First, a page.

2. ^ "Permira buys satellite operator ABS for $200 mln -sources". Reuters. September 13, 2010. Retrieved 19 July 2018.
  3. ^ Forrester, Chris (October 30, 2017). "Choi quits at ABS Hong Kong". advanced-television.com. Archived from the original on 19 July 2018. Retrieved 19 July 2018.
  4. ^ "Revolutionary ABS-3A Launched". Asia Broadcast Satellite. 1 March 2015. Archived from the original on 17 August 2017. Retrieved 4 March 2015.
  5. ^ Formella, Linda (24 April 2014). "Asia Broadcast Satellite Wins Ex-Im Bank 2014 Deal of the Year". Export-Import Bank of the United States. Archived from the original on 19 March 2015. Retrieved 5 March 2015.
  6. ^ "Thomas Choi Inducted into the Satellite Hall of Fame, Class of 2017". March 15, 2017.
  7. ^ "Hall of Fame - Thomas Choi". sspi.org. Retrieved March 21, 2018.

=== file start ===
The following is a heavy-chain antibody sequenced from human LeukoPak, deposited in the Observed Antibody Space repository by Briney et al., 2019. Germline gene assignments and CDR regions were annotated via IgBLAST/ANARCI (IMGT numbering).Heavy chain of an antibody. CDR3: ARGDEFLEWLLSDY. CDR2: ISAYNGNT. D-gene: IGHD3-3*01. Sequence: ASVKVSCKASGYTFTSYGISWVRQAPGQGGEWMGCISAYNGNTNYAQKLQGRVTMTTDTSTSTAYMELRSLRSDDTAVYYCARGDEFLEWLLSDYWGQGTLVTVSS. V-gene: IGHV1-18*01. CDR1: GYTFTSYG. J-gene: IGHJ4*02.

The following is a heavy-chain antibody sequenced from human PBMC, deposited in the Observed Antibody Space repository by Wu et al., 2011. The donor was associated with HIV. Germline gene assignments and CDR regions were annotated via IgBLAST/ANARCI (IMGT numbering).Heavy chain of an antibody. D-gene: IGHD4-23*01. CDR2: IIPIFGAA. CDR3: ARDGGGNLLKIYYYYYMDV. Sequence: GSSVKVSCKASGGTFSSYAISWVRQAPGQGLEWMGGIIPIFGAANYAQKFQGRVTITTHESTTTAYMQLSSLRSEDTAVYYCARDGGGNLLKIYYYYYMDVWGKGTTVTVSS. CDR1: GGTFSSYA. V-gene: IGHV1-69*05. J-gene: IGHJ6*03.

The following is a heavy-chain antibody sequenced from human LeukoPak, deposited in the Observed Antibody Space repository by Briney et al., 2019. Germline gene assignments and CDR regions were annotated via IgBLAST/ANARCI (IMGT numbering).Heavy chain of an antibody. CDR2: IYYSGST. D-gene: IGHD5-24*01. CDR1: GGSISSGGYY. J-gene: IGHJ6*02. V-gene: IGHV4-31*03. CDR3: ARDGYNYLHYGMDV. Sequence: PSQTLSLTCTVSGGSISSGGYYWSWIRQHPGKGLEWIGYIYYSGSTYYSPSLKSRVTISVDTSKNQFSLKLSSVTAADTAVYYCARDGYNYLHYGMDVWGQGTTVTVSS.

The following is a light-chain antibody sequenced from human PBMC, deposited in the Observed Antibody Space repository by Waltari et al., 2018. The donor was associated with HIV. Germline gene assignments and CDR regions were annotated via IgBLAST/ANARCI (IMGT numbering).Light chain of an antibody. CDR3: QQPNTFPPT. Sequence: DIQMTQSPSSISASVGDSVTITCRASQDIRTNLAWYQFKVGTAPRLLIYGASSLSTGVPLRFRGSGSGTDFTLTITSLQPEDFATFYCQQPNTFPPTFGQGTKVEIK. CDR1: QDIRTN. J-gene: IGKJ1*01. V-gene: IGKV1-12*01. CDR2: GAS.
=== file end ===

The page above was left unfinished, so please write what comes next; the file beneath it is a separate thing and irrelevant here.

8. ^ "Company Overview of Asia Broadcast Satellite Limited". Bloomberg Business. Bloomberg. Retrieved 28 February 2015.
  9. ^ B. de Selding, Peter (10 September 2015). "ABS All-electric Satellite Arrives Early at Operating Orbit". SpaceNews. Retrieved 10 September 2015.
  10. ^ Clark, Stephen (12 March 2014). "Boeing reveals government's all-electric satellite purchase". Spaceflight Now. Retrieved 4 March 2015.
  11. ^ Mission events timeline for Falcon 9’s launch for ABS and Eutelsat Spaceflight Now Retrieved 15 June 2016.
  12. ^ B. de Selding, Peter (31 May 2015). "Peter B. de Selding". SpaceNews. Twitter. Retrieved 1 June 2015.
  13. ^ B. de Selding, Peter (1 June 2015). "ABS Teaming with Boeing, SpaceX for another Electric Satellite". SpaceNews. Retrieved 1 June 2015.

External linksEdit